This is generally how was test law in Canada. It works well, very well. That's not to say there aren't serious fuckups from time to time either, but it can always end back at the supreme court.

Usurping power by subverting the Constitution (3, Interesting)

roman_mir (125474) | more than 2 years ago | (#38250212)

This is the real problem - 'interpreting' the Constitution.

There should be no such thing, no 'interpreting', because this is used to justify anything, any power grab, any expansion of gov't power, any kind of thing that gov't wants.

You know it's true, they interpret Bibles the way they want to fit in any new technological advancement and same becomes a problem with the Constitution. It's not supposed to be interpreted, it's supposed to be followed. It's the law.

It's not the Constitution that needs interpretation (and I am not saying the document is perfect, far from it, it is not making it explicit that it shouldn't be interpreted for example).

The law that applies to the private citizens is not interpreted - you kill somebody - there is no 'interpretation' of the law. The question is only of your guilt.

It should be same with the Constitution - gov't takes over some power, the question is only the amount of guilt that should be allocated, not whether it was permitted by the Constitution that this power was supposed to be taken over.

There is a larger question here as well - should gov't even be allowed to pass NEW laws at all? I don't think so.

If the physics laws were changing all the time (F=MA today, some time from today it's F=2MA, some time later it's F=A; E=MC2, E=MC, E=C, E=4C; Today Hydrogen has this mass, tomorrow it's half that.) There would be no stars, no planets, no life in that unstable system.

Same with society and economy and gov't. Gov't sets the basic laws and then society and economy work around those laws. Change the laws and economy/society now must change how it works to accommodate the change of laws. Do too much of this and enough times and you destroy the economy and society.

That's what you have now - destruction of economy and society by gov't.

This was caused by various loose 'interpretations' of the Constitution (at first), and now it's just blatant disregard to the Constitution, which is LAW that gov't is supposed to abide by.

This is your fundamental problem.

Re:Usurping power by subverting the Constitution (4, Insightful)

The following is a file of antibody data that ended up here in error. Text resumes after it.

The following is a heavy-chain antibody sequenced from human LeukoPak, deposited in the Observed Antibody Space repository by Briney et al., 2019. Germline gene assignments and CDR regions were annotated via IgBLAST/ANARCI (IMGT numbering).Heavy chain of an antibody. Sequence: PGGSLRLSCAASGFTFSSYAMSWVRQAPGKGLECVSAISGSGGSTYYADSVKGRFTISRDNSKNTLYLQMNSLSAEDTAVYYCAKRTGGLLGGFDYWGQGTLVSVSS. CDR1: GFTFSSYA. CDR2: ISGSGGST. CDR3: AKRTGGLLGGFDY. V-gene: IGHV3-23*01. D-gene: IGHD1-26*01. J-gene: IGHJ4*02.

LocalH (28506) | more than 2 years ago | (#38250704)

There is a larger question here as well - should gov't even be allowed to pass NEW laws at all? I don't think so.

The problem isn't new laws, it's that they exceed their authorization to pass laws covering certain things. The Interstate Commerce Clause basically turned into the legal equivalent of a rootkit when it can cover activities that are fully intrastate, merely because they can "affect" interstate actions. That little bit of legal wrangling pretty much guts the 9th and 10th, from a practical standpoint. If a person is too "self-sufficient", that means they are affecting the interstate market for various things and must be stopped (see Wickard v Filburn [wikipedia.org] ).

Re:Usurping power by subverting the Constitution (1)

roman_mir (125474) | more than 2 years ago | (#38250726)

The real rootkit is the authority to pass any new laws. If a gov't can pass a new law, it can then eventually usurp the power and go above and beyond its original authorization. All the laws that are needed should be only based around the most basic principles: protecting individual freedoms, property, enforcing the contract and the criminal law and protecting the borders.

Re:Usurping power by subverting the Constitution (2)

elsurexiste (1758620) | more than 2 years ago | (#38250830)

You run against two problems if you don't interpret:

  • The human language is ambiguous.
  • You can't cover all possible scenarios.

So we pay all these lawyers and judges because they know the spirit of the law (what it's trying to accomplish), and they have the tools to make informed decisions on unforeseen cases. Just imagine a binding document from a few centuries ago. It's impossible that it could have foreseen virtual realities, GPS, pervasive drug traffic, or near-zero cost of duplicating information.

Anyway, the constitution is just a framework. We do need more laws because life is complex, new kind of agreements appear, and there's always someone with less power getting abused. Can you solve the issues of children of divorced parents without additional laws, just by resorting to the constitution? How about the issue of importing/exporting foreign species? You spoke of this "guilt", but what that means? After all, law should be impartial. How can you measure "guilt" in a case of murder? You eventually have to put additional clauses to further refine what murder means and how to allocate guilt... which are subject to interpretation because, as before, unexpected things are going to happen. The difference is that we had plenty of time to learn about murder, so we have pretty much everything covered... for now at least.

Do you really think there shouldn't be any new laws after this whole financial fiasco? They gamed the system because they were allowed to, and the constitution couldn't possibly have expected this kind of things.

P.S.: Your analogy is incorrect. Laws are ways to regulate society and, in general, guidances on how to live a good life; natural laws are just descriptions we have on how the world works. It's no wonder that both change rather frequently. Today, we don't think certain situations are un/acceptable anymore (e.g. same-sex marriage and pedophilia), and today our understanding of the physical world has changed (a few years ago, neutrinos didn't have mass; now, they do and may even travel FTL).